Over the early [image-building] Wenger period it is fair to say that United were their nearest rivals in what was a year-on-year beauty competition, but the best the Red Devils were able to achieve was an honourable mention as a marvellous counterattacking outfit, or a team with match-winning individuals. The big prize [of gorgeousness] has always eluded them, despite the trophies won, the fame abroad, the Sky adulation, the Fergie fawning and the general press genuflecting which, come to think of it, has probably more than compensated them, even in the flan-flinging times. Then along came Roman…and ever since Chelsea have had a similar sort of say on the made-up matters, much as United had, but without the admirers. Yep, sadly, there has been hardly a shred of recognition that we are, how shall I put it, the slightest bit attractive or in any way a beauty to behold.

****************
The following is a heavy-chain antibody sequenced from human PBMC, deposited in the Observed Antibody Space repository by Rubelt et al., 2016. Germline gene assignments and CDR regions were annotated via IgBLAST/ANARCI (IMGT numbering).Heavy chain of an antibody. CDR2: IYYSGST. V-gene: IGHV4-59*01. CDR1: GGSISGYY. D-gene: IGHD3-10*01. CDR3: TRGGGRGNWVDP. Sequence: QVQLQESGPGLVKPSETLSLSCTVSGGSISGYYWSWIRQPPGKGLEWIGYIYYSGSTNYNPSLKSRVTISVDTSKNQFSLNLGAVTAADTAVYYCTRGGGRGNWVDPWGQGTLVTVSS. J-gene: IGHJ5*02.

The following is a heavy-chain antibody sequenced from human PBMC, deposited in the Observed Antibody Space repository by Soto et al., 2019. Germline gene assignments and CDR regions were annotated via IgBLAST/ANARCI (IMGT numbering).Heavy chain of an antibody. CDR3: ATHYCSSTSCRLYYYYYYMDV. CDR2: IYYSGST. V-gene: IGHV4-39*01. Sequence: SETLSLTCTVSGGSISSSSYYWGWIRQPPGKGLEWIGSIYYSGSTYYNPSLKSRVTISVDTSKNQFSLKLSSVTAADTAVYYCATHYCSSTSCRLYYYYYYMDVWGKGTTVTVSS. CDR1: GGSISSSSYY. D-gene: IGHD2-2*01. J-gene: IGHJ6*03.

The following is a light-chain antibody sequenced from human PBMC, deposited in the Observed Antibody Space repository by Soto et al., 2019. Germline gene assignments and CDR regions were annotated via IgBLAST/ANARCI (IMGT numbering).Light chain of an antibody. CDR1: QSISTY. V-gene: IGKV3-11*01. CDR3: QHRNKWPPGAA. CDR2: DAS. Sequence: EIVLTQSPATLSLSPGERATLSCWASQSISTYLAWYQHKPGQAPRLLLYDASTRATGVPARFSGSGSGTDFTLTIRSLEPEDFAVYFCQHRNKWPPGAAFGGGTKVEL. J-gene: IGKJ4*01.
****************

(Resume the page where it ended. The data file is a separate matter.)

So, stay with me on this as I’m getting to the point [honest] and it comes with the arrival of Carlo and his sudden dolling-up process on us that, you would think, has resulted in the possibility of our now looking in the mirror and saying ’Yes, we really are as pretty as a Wenger-most-watch-able‘. Okay, most members of the squad, like JT, Alex, the Bison and Didier can’t help being a bit on the big, bad and ugly side, but why is it that the football played is constantly regarded as an extension of their images rather than something to be recognised as a style in its own right? It would seem that as soon as Roman signalled his intention to give the club a footballing identity, and Carlo promptly delivered, the Media has been at pains to label it anything but attractive, come hell or high level of scoring and skill.